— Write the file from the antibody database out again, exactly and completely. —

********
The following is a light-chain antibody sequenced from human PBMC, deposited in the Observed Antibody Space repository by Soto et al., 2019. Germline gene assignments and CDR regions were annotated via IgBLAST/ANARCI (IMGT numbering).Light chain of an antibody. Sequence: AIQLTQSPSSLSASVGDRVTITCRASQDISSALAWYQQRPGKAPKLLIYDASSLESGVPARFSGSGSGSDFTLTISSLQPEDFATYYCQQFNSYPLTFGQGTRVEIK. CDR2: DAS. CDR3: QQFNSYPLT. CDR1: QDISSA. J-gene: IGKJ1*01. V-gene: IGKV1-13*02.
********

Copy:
The following is a light-chain antibody sequenced from human PBMC, deposited in the Observed Antibody Space repository by Soto et al., 2019. Germline gene assignments and CDR regions were annotated via IgBLAST/ANARCI (IMGT numbering).Light chain of an antibody. Sequence: AIQLTQSPSSLSASVGDRVTITCRASQDISSALAWYQQRPGKAPKLLIYDASSLESGVPARFSGSGSGSDFTLTISSLQPEDFATYYCQQFNSYPLTFGQGTRVEIK. CDR2: DAS. CDR3: QQFNSYPLT. CDR1: QDISSA. J-gene: IGKJ1*01. V-gene: IGKV1-13*02.